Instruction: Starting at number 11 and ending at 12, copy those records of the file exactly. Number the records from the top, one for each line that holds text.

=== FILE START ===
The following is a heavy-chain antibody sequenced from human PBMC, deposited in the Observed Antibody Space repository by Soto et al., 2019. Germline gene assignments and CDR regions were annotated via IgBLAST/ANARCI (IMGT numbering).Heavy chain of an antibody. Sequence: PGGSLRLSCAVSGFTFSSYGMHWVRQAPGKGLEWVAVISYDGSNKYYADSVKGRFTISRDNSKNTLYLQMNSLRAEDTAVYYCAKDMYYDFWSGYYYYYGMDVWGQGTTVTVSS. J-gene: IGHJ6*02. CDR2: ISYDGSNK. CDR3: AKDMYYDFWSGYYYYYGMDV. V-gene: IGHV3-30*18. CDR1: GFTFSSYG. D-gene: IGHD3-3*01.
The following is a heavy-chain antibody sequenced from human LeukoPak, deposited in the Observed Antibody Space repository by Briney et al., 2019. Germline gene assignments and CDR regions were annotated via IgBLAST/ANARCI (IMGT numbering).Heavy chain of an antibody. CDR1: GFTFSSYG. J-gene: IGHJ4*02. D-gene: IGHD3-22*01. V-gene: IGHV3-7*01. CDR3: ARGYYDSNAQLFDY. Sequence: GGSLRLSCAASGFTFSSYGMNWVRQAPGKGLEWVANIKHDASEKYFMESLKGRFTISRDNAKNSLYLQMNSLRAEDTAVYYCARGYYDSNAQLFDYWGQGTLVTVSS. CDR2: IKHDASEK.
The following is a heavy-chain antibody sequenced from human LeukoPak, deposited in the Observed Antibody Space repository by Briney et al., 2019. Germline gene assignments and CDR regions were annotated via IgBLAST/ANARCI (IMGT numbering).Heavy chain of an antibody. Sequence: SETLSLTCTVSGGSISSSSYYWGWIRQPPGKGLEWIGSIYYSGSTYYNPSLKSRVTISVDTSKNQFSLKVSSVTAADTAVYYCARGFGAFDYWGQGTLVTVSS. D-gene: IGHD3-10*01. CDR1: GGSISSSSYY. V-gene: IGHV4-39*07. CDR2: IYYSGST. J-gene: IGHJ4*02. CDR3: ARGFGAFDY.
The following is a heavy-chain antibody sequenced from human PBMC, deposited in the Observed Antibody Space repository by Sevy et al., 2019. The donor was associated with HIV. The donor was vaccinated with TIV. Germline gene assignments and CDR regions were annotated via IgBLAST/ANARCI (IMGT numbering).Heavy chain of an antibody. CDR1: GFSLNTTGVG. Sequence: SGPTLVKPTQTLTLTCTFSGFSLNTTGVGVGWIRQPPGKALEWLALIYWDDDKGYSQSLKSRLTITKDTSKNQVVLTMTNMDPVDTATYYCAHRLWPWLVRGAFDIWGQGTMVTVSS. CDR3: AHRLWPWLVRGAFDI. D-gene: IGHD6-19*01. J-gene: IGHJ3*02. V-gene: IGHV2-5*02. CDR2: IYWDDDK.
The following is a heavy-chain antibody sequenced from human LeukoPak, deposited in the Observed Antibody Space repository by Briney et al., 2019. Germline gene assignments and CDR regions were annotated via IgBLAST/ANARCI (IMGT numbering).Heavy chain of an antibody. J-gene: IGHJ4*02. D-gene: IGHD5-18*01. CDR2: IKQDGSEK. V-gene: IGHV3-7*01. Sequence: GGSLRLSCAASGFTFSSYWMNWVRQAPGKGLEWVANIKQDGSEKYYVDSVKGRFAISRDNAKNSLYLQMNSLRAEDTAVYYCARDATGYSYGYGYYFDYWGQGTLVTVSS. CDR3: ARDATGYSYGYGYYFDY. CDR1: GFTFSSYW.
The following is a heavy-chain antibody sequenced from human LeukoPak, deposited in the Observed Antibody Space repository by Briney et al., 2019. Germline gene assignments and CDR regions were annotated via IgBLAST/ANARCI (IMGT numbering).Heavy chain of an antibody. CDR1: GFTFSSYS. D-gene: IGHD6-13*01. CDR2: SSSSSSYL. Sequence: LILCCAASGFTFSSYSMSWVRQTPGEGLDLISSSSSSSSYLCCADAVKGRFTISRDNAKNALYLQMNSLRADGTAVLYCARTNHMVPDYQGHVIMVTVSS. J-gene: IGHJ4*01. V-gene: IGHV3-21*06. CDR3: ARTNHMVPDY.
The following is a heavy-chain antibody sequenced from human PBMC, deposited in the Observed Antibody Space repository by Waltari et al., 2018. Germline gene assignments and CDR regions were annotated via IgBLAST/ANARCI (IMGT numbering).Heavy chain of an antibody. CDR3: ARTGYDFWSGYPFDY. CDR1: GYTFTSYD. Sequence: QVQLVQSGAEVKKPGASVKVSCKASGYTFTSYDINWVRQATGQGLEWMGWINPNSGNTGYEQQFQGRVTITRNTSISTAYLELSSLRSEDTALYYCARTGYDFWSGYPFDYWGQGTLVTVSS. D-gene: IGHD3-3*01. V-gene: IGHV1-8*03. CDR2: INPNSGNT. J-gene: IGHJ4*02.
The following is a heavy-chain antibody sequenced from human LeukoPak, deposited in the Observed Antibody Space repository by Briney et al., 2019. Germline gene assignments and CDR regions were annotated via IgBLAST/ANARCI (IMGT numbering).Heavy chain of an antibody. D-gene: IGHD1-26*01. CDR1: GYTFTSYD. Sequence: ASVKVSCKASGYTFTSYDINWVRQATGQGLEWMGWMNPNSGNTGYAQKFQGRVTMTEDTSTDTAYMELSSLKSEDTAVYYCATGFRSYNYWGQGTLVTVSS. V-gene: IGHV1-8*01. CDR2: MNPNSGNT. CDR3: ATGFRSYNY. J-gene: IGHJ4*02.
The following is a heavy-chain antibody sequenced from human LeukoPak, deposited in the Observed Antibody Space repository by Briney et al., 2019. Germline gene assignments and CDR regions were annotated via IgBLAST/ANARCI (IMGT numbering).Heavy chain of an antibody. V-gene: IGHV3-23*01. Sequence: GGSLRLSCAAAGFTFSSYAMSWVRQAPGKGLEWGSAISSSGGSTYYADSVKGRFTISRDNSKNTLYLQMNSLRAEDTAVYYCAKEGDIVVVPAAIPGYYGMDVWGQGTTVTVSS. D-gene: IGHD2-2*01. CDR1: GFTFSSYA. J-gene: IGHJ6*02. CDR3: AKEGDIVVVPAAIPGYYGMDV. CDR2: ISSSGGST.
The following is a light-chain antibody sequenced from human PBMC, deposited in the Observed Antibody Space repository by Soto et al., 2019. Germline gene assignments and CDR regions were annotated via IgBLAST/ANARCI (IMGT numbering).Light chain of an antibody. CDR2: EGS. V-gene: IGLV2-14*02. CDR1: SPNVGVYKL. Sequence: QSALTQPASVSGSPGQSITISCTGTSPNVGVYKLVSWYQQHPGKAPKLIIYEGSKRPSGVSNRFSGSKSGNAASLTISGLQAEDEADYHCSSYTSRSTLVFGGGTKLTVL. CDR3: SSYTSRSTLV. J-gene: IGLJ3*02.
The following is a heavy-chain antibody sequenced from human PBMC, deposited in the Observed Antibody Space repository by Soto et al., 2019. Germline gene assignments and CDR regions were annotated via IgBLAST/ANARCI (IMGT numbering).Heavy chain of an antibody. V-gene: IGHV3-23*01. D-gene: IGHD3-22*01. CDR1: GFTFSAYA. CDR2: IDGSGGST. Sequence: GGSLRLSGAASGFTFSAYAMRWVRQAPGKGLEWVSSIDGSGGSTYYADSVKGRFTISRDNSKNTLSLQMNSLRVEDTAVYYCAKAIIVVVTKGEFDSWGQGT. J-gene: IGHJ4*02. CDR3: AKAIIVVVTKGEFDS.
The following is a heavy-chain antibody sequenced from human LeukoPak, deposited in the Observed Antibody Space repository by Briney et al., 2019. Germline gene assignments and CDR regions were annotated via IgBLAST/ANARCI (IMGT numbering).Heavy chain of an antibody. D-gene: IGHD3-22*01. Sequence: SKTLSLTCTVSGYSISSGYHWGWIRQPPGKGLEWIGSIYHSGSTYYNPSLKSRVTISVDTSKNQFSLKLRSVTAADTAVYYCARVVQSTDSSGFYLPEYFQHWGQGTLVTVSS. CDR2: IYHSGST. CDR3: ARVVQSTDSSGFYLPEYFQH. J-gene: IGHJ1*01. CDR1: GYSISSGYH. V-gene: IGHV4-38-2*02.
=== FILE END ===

The following is a heavy-chain antibody sequenced from human PBMC, deposited in the Observed Antibody Space repository by Soto et al., 2019. Germline gene assignments and CDR regions were annotated via IgBLAST/ANARCI (IMGT numbering).Heavy chain of an antibody. V-gene: IGHV3-23*01. D-gene: IGHD3-22*01. CDR1: GFTFSAYA. CDR2: IDGSGGST. Sequence: GGSLRLSGAASGFTFSAYAMRWVRQAPGKGLEWVSSIDGSGGSTYYADSVKGRFTISRDNSKNTLSLQMNSLRVEDTAVYYCAKAIIVVVTKGEFDSWGQGT. J-gene: IGHJ4*02. CDR3: AKAIIVVVTKGEFDS.
The following is a heavy-chain antibody sequenced from human LeukoPak, deposited in the Observed Antibody Space repository by Briney et al., 2019. Germline gene assignments and CDR regions were annotated via IgBLAST/ANARCI (IMGT numbering).Heavy chain of an antibody. D-gene: IGHD3-22*01. Sequence: SKTLSLTCTVSGYSISSGYHWGWIRQPPGKGLEWIGSIYHSGSTYYNPSLKSRVTISVDTSKNQFSLKLRSVTAADTAVYYCARVVQSTDSSGFYLPEYFQHWGQGTLVTVSS. CDR2: IYHSGST. CDR3: ARVVQSTDSSGFYLPEYFQH. J-gene: IGHJ1*01. CDR1: GYSISSGYH. V-gene: IGHV4-38-2*02.